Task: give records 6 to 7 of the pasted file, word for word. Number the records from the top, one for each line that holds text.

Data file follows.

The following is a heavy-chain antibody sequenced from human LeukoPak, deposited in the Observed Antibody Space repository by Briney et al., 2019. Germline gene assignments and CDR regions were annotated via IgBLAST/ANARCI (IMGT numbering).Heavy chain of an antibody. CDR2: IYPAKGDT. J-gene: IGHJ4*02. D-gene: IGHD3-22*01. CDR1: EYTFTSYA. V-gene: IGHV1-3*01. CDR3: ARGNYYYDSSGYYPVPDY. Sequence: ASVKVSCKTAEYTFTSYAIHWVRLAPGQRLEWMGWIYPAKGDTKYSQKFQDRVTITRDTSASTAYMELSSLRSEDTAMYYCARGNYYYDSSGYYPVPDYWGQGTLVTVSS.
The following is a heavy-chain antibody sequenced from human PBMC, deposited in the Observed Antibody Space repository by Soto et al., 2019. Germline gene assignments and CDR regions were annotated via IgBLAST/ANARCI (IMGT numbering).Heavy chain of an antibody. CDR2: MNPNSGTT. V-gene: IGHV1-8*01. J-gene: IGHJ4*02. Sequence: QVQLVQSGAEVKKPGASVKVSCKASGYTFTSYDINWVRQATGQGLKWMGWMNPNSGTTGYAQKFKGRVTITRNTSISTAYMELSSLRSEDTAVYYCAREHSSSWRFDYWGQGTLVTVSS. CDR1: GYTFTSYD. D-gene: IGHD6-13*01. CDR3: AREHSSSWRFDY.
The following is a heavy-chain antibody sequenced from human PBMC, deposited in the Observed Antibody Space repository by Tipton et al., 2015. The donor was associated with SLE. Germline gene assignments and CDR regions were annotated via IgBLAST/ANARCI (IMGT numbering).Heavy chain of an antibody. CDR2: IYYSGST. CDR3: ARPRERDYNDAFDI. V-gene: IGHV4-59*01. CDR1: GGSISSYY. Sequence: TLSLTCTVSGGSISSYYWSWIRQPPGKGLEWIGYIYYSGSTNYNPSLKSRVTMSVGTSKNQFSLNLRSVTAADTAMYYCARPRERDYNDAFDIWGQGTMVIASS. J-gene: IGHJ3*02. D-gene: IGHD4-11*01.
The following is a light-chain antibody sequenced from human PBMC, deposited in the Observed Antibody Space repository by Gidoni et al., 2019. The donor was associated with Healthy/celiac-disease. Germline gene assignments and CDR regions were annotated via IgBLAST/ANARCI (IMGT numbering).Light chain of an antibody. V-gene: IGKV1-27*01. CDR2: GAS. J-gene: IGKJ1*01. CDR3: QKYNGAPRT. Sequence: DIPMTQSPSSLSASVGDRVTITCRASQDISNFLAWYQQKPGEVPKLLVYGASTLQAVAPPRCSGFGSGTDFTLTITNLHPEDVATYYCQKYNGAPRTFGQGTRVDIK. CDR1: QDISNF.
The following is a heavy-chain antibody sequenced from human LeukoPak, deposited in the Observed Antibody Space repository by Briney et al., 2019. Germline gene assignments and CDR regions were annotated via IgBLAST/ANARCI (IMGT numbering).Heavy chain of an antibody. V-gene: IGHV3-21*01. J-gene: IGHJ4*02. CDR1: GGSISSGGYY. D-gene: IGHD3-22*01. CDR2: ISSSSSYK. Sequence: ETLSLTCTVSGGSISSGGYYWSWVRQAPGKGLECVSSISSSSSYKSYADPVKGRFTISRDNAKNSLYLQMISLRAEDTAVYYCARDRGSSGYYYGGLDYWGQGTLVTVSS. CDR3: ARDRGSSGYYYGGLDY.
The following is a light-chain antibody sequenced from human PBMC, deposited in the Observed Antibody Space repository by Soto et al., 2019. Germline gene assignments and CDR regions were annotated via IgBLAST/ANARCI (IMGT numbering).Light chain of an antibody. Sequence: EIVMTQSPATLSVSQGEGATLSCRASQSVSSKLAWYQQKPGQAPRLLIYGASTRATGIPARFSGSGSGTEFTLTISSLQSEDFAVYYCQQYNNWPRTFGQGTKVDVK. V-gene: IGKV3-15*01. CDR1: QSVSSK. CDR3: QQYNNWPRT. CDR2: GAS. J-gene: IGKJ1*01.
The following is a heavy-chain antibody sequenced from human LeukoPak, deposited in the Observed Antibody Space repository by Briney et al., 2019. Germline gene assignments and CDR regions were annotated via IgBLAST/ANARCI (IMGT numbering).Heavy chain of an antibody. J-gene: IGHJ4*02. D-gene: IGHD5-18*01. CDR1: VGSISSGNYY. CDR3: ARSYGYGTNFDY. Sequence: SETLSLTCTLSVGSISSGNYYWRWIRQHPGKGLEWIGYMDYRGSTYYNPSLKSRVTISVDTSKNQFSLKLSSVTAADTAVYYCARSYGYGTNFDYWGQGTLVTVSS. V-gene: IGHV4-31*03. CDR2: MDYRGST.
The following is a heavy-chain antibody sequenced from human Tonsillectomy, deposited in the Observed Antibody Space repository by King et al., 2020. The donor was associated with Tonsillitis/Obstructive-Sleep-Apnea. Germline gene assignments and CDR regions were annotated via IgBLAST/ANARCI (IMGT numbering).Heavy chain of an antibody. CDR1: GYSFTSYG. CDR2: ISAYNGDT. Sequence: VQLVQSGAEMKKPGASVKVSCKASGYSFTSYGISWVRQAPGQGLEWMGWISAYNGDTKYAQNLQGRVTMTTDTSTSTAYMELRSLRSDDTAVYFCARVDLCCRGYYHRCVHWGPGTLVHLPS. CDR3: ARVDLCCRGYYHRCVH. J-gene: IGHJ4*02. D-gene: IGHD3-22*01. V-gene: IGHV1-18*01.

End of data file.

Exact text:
The following is a light-chain antibody sequenced from human PBMC, deposited in the Observed Antibody Space repository by Soto et al., 2019. Germline gene assignments and CDR regions were annotated via IgBLAST/ANARCI (IMGT numbering).Light chain of an antibody. Sequence: EIVMTQSPATLSVSQGEGATLSCRASQSVSSKLAWYQQKPGQAPRLLIYGASTRATGIPARFSGSGSGTEFTLTISSLQSEDFAVYYCQQYNNWPRTFGQGTKVDVK. V-gene: IGKV3-15*01. CDR1: QSVSSK. CDR3: QQYNNWPRT. CDR2: GAS. J-gene: IGKJ1*01.
The following is a heavy-chain antibody sequenced from human LeukoPak, deposited in the Observed Antibody Space repository by Briney et al., 2019. Germline gene assignments and CDR regions were annotated via IgBLAST/ANARCI (IMGT numbering).Heavy chain of an antibody. J-gene: IGHJ4*02. D-gene: IGHD5-18*01. CDR1: VGSISSGNYY. CDR3: ARSYGYGTNFDY. Sequence: SETLSLTCTLSVGSISSGNYYWRWIRQHPGKGLEWIGYMDYRGSTYYNPSLKSRVTISVDTSKNQFSLKLSSVTAADTAVYYCARSYGYGTNFDYWGQGTLVTVSS. V-gene: IGHV4-31*03. CDR2: MDYRGST.